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​Planning tanker refueling support—like the Thundbolt II above is getting from​ a KC-135 Stratotanker during a refueling mission over Syria, Dec. 1, 2017—is undergoing major improvements with DIUx programs. USAF photo by SSgt. Paul Labbe.

​AL UDEID AB, Qatar—There are currently about six Defense Innovation Unit-Experimental, or DIUx, programs running at the Combined Air Operations Center here. Most were developed and reached initial operational capability within the last year, and help increase efficiencies and effectiveness, reduce man hours, and increase savings, explained Col. Mike Drowley, Air Forces Central Command chief of staff. 

In the CENTCOM area, Drowley said, there are multiple streams of information from multiple places: signals intelligence, communications intelligence, human intelligence. When Lt. Gen. Jeffrey Harrigian became the commander of AFCENT, one of his imperatives was, “How do we manage all this data and then how do we effectively give it to the people that need to utilize it the most?” Drowley said.

Tanker planners, for example, literally used “a white board with a dry erase marker, trying to figure out what receivers are going to one tanker, and then all of a sudden, a change would come in at the two-hour point, and you’d have to completely wipe the board and start all over again,” Drowley said.

Because the tanker plan is the “tail end of the whip,” any change to the air plan would mean the tanker planners would have to completely redo their process, explained Maj. Derrick Baker, the air refueling coordination team chief.

Now, they can just click on an icon and drop it on another location, and a program called Jigsaw calculates everything, he said.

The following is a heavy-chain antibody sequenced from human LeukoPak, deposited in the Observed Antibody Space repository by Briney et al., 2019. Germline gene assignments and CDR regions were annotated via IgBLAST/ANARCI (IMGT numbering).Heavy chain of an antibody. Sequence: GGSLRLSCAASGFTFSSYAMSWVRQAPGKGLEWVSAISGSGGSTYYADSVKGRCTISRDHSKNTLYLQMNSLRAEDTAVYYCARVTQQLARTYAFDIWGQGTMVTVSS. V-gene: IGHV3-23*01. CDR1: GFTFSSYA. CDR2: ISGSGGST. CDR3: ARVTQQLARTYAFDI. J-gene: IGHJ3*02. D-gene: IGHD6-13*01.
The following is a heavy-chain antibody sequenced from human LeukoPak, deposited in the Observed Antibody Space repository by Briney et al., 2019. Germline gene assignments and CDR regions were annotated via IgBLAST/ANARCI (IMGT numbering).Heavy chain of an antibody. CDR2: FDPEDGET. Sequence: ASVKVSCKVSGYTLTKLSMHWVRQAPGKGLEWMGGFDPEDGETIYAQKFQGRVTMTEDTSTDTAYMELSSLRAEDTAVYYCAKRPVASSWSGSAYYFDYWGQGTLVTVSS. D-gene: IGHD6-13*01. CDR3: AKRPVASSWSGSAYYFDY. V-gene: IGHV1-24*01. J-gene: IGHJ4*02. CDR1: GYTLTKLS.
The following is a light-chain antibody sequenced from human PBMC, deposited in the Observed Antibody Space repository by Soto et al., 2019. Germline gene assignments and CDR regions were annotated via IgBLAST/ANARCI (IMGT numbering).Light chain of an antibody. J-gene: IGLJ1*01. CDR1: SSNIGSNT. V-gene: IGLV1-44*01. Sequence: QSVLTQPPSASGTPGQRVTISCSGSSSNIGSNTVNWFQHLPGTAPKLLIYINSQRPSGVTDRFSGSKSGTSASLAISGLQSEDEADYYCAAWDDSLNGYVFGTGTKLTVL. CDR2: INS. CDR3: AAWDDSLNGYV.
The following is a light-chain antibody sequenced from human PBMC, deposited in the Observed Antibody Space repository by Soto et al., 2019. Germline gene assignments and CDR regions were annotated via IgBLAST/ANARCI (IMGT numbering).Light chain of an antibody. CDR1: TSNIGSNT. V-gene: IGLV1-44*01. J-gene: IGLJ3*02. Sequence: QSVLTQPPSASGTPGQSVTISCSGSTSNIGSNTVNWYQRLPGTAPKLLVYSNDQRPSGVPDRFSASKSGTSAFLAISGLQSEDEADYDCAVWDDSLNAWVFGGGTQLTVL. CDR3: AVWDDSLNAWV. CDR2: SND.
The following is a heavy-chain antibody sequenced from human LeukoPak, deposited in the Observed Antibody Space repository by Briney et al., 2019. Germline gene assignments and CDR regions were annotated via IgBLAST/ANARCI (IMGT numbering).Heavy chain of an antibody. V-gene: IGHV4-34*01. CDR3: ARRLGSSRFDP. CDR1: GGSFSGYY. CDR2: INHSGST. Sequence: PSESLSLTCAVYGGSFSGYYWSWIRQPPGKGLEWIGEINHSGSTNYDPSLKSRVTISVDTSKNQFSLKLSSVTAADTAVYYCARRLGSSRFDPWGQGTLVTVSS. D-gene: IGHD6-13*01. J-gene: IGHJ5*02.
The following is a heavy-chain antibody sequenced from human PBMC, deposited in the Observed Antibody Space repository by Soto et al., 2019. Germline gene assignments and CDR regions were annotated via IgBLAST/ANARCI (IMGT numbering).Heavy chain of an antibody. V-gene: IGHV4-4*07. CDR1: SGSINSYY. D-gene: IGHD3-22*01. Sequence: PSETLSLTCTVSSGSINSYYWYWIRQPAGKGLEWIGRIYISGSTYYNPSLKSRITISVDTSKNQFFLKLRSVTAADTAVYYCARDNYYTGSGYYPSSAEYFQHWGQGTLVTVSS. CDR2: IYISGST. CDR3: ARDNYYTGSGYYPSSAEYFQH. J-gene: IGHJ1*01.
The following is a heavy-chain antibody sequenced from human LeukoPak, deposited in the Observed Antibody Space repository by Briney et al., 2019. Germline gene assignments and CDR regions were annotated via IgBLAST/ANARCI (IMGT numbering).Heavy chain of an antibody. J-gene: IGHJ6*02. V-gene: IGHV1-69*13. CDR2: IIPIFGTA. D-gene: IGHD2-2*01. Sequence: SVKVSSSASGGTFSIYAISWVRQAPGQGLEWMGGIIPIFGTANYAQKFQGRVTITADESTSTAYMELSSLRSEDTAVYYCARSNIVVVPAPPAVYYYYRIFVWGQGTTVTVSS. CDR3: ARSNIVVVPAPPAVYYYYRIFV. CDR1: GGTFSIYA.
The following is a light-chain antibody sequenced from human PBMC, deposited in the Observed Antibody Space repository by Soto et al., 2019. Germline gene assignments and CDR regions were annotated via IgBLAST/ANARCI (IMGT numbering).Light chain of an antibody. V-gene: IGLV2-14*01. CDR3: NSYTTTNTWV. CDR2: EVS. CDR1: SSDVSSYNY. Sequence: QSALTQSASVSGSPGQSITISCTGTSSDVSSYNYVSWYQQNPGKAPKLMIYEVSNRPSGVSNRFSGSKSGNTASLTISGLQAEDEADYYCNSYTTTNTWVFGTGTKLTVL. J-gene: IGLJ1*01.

Jigsaw tells the user how much fuel is available in each aircraft, and an error message pops up if there’s not enough for all the receivers. It knows which aircraft can be refueled by which tankers, gives takeoff and landing times, and deconflicts airspace, Baker said.

It also eliminates the need for tedious math and reduces the potential for human error, Baker added, allowing them to be more efficient and “solve the problem faster,” making it easier to get air tasking orders out on time.

“The time savings is huge,” he noted. “It saves three to four hours a day,” not counting time it would take to redo the plan in the event of a change.

Drowley said the speed the programs are developed is unlike anything he’s ever seen in the military, and much of it is due to an iterative, adaptive approach that doesn’t focus on getting a perfect solution right out of the gate.

Airmen work with DIUx coders to identify what they need, and the first version of a program is usually about a “60 percent solution,” Drowley said. Then, users begin to use the beta version and give constant feedback about how to change or improve the program, which has allowed rapid changes to meet real needs.

“We’re not looking for the home runs here, we’re trying to get a bunch of singles and make progress,” he explained. “You’re trying to come up with that first step, and once you have that first step, now you do rapid iterations to get to where we need to be.”